There is no timetable for when all vending machines will be converted. Coke, Pepsi and Dr Pepper often work with third-party operators to provide drinks in vending machines; Neely said the companies will work with those outside operators to convert all machines over time.
Vending machines account for about 13 percent of sales volume, a figure that has remained relatively unchanged in recent years, according to Beverage Digest.
Soda consumption is often identified for playing a role in rising obesity rates, although other factors such as a lack of physical activity and overeating also contribute.
Last month, the New England Journal of Medicine published a decades-long study of more than 33,000 Americans that showed sugary beverages interact with genes that affect weight, meaning they are especially harmful to people who are hereditarily predisposed to weight gain.
Bonnie Sashin, who works as a communications director for a nonprofit in Brookline, Mass., says she stays away from sugary drinks, limiting herself to a can of Diet Dr Pepper or Diet Coke about twice a month. But she thought the move to display calorie information on vending machines was a positive development.
“Anything that helps us be more educated about calories is a good thing,” Sashin said.
Wal-Mart, American Express team on prepaid card
NEW YORK (AP) — Wal-Mart Stores Inc. and American Express are rolling out a prepaid card that they say offers unique services designed to help shoppers manage and control their everyday finances.
The two companies said Monday that Bluebird, begun during a pilot program late last year, acts like a checking account but without the fees that have increasingly frustrated shoppers. It will have no minimum balance and no monthly, annual or overdraft fees. They say the only fees that will be associated with the card will be transparent and within the user’s control, such as out of network ATM withdrawals by consumers who don’t use direct deposit.
Instead, what Bluebird will be loaded with is a number of features, including the ability to deposit a check to one’s Bluebird account by simply taking a picture with a smart phone. It will also offer the same fraud protections in an event the card is stolen or lost as other standard cards.
The move comes as American Express is looking for new ways to expand its customer base beyond its traditional wealthy clientele. For Wal-Mart, the Bluebird service is the latest financial product offering to be pushed by the world’s largest retailer, but it’s also the most comprehensive.
Bluebird’s rollout also signals how competition for pre-paid cards, once the domain of non-bank companies, is heating up.
Wal-Mart and American Express say Bluebird was improved since the pilot test, based on feedback from consumers who said they were bothered by rising fees related to checking accounts and debit services.
“We are recreating and reimagining what checking and banking services might look like in the 21st century,” said Dan Schulman, group president, Enterprise Growth at American Express in an interview with The Associated Press. He said the partnership with Wal-Mart, the world’s largest retailer, aims to set up a “moral equivalent of a bank branch at retail.”
“Our customers tell us that they’re tired of navigating a complex maze of do’s and don’ts to avoid the ever growing list of fees found on checking products,” Daniel Eckert, vice president of financial services for Walmart U.S., said in a statement.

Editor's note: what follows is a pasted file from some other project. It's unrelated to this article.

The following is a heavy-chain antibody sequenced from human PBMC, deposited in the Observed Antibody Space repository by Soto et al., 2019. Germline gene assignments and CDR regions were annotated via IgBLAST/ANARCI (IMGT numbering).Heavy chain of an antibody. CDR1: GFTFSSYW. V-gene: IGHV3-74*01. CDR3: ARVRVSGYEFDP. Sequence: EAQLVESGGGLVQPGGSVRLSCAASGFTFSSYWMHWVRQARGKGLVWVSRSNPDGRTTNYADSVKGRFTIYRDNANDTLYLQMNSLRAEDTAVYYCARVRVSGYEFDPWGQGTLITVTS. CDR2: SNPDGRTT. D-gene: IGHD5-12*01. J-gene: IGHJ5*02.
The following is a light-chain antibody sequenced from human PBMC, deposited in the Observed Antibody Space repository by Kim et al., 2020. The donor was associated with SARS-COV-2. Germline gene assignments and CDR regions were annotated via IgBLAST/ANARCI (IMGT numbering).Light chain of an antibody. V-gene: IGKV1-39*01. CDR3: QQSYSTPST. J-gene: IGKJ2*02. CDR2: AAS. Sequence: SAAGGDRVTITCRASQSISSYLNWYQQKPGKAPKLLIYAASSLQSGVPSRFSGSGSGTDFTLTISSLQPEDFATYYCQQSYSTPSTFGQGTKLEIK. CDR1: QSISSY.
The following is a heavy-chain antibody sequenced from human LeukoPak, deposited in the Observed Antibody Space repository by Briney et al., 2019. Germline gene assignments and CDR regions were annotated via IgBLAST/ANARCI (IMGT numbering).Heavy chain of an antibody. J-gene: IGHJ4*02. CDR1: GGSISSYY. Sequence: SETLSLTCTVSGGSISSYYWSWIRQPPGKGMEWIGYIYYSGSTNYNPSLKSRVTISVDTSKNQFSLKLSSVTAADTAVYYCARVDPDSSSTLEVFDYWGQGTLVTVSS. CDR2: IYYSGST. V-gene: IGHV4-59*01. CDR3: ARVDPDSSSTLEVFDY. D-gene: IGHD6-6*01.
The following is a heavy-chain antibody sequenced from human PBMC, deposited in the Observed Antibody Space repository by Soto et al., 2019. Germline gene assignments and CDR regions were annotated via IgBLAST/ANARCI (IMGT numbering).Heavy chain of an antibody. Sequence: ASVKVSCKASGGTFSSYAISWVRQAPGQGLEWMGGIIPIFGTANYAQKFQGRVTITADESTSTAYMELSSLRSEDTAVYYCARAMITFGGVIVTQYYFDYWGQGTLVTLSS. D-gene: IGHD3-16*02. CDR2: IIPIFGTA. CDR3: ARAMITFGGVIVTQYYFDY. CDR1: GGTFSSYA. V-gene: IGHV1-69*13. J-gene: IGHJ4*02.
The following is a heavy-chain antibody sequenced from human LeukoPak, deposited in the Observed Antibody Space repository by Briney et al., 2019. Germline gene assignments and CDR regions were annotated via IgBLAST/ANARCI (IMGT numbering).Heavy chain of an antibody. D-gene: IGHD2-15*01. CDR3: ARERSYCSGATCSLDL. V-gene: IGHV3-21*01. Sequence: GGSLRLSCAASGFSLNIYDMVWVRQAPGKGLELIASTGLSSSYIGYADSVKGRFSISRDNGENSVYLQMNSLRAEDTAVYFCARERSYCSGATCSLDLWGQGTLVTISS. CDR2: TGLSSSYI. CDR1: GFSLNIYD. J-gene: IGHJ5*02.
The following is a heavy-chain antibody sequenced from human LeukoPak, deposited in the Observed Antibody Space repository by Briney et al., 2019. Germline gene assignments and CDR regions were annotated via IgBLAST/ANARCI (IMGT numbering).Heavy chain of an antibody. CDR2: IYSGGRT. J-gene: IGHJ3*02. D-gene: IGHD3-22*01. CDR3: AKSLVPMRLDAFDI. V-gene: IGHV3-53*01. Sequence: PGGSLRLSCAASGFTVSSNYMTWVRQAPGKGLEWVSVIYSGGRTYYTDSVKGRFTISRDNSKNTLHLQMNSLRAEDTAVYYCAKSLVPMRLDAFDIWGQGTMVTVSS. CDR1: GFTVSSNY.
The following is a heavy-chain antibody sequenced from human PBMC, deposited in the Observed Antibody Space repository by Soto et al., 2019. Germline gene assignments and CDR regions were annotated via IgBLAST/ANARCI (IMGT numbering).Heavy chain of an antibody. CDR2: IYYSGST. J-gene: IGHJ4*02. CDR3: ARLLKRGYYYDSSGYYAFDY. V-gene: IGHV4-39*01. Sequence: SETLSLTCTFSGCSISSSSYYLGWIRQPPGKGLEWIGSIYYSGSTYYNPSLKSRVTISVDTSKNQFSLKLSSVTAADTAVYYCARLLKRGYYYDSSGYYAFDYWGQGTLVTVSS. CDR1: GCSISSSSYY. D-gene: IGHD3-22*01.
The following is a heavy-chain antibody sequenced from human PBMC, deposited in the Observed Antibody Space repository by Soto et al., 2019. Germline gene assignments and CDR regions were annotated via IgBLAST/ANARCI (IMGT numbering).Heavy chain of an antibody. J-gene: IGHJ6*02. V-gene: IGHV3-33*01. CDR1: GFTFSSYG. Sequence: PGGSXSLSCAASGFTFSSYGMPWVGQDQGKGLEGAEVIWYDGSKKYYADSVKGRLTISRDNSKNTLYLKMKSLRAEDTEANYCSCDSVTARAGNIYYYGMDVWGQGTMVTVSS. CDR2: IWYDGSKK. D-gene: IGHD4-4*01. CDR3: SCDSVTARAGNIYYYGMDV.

Deborah Weinswig, an analyst at Citi Research, said that the offering will resonate well with Wal-Mart shoppers, as only about 15 percent of the company’s sales are paid for with a credit card. Bluebird “could drive increased mindshare and incremental traffic over time,” Weinswig wrote in a report published Monday.
Prepaid cards are a fast-growing segment of the payments industry. While the cards are aimed mainly at people who don’t have bank accounts or whose credit ratings are damaged, they also are becoming popular with consumers seeking to avoid surprise bank fees and keep from accumulating credit card balances.
But prepaid cards are typically not linked to a checking account. Monday’s announcement shows how the financial service landscape is changing in light of the rising popularity of smart phones and other technological advances, and evolving needs of consumers, who want on-the-go financial services.
Wal-Mart is not new to the prepaid card segment, as it already offers prepaid cards from Green Dot Corp. During a call with reporters, Eckert said that Walmart has no plans to end its relationship with Green Dot in light of its new partnership with American Express. The discounter has a contract with the Monrovia, Calif., company that expires in 2015. He says Wal-Mart is just broadening its assortment of financial services to serve more customers.
Green Dot depends on Wal-Mart for more than 60 percent of its revenue. The news sent the shares of the Monrovia, Calif.-based company plunging in Monday trading.
Bluebird cards can be used at millions of locations where American Express cards are accepted, both in the U.S. and internationally. Users can deposit funds onto the card via direct deposit, with cash at any Walmart register, or by linking a checking, savings or debit card to the account.
Another key feature: the user can set up sub-accounts for family members or others, giving them access to certain funds, instead of the entire account. So parents could set up such accounts using Bluebird for their children in college.
Madeline Aufseeser, senior analyst at research firm Aite Group, said that what makes this unique is that there are lots of features that come with the account.
“It’s just a further indication that pre-paid (cards) have gone mainstream,” she said.
Wal-Mart and American Express said that more features will be added to Bluebird in the first quarter of 2013. These features will include more options to deposit money and check-writing capabilities.
Bluebird will be available next week at www.bluebird.com and in more than 4,000 Walmart stores.
Shares of Bentonville, Ark.-based Wal-Mart added 13 cents to close Monday trading at $75.26. Shares of American Express, which is based in New York, gained 22 cents to end at $58.78.
Green Dot shares dropped fell $2.618, or 20.3 percent, to close at $10.24.